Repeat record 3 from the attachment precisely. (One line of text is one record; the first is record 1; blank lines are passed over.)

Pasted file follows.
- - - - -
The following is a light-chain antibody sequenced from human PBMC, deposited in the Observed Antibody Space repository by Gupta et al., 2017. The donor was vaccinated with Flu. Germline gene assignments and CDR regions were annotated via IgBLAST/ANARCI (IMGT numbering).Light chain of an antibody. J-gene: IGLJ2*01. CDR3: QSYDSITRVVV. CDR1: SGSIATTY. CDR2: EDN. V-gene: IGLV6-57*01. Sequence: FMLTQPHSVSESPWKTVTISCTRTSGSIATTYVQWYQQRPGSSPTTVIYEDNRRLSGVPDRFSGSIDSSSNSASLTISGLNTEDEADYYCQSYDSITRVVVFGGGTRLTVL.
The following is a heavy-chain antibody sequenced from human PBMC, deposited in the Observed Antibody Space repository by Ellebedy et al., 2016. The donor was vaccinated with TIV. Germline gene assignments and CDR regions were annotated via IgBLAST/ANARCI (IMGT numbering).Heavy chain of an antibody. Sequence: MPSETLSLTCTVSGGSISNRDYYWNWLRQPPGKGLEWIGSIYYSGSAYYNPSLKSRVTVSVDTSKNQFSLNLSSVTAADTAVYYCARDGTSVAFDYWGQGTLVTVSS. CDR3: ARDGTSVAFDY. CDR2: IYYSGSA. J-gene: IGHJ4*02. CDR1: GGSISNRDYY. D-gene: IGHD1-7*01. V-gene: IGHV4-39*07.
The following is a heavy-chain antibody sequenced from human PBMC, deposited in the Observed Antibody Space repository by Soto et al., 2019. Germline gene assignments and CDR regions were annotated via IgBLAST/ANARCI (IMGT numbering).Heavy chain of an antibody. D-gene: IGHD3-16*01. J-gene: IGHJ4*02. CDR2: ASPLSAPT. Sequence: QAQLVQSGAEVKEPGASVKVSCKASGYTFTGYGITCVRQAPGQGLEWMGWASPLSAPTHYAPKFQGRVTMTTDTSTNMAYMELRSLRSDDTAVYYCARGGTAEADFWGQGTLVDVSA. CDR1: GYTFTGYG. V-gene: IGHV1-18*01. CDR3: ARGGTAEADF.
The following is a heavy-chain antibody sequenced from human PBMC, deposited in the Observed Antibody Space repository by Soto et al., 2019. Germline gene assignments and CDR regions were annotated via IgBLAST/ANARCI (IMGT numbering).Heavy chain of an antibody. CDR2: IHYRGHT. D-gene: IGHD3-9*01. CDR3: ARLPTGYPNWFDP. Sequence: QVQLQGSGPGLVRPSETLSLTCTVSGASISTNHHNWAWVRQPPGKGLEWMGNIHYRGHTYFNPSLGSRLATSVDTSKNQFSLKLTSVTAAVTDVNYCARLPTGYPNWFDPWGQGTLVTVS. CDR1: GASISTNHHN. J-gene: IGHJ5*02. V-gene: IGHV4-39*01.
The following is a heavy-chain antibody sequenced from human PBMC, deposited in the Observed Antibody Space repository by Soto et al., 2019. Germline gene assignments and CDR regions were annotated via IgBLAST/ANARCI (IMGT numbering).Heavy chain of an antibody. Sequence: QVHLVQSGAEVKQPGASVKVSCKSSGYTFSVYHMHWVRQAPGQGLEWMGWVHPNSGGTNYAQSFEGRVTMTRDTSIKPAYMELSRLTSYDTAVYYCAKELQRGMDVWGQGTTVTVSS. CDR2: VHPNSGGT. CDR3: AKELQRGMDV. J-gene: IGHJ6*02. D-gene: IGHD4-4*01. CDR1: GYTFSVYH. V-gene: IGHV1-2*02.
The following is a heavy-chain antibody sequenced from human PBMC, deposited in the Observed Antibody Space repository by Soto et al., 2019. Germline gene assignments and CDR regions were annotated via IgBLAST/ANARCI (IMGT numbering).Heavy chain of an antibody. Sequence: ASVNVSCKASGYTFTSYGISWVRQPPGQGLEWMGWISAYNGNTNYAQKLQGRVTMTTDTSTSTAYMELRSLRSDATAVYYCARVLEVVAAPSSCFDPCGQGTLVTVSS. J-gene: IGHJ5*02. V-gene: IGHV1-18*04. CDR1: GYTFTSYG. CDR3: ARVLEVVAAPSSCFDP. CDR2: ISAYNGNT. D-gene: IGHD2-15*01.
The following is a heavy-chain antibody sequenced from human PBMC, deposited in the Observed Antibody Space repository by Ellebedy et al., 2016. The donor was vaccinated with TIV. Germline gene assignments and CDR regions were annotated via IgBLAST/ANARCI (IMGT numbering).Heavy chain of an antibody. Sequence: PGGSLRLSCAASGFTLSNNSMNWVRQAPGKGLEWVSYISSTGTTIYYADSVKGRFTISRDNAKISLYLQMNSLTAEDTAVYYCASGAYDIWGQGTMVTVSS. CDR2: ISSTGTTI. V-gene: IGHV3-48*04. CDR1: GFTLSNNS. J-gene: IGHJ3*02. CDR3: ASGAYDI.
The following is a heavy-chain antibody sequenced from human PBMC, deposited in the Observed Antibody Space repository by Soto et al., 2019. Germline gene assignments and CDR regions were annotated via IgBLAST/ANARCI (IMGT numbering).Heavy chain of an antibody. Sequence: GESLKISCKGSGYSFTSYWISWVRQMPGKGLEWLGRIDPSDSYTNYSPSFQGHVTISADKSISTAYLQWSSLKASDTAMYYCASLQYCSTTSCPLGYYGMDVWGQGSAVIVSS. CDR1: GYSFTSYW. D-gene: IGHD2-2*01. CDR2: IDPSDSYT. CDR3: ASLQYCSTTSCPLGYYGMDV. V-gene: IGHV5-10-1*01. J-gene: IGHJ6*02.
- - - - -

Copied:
The following is a heavy-chain antibody sequenced from human PBMC, deposited in the Observed Antibody Space repository by Soto et al., 2019. Germline gene assignments and CDR regions were annotated via IgBLAST/ANARCI (IMGT numbering).Heavy chain of an antibody. D-gene: IGHD3-16*01. J-gene: IGHJ4*02. CDR2: ASPLSAPT. Sequence: QAQLVQSGAEVKEPGASVKVSCKASGYTFTGYGITCVRQAPGQGLEWMGWASPLSAPTHYAPKFQGRVTMTTDTSTNMAYMELRSLRSDDTAVYYCARGGTAEADFWGQGTLVDVSA. CDR1: GYTFTGYG. V-gene: IGHV1-18*01. CDR3: ARGGTAEADF.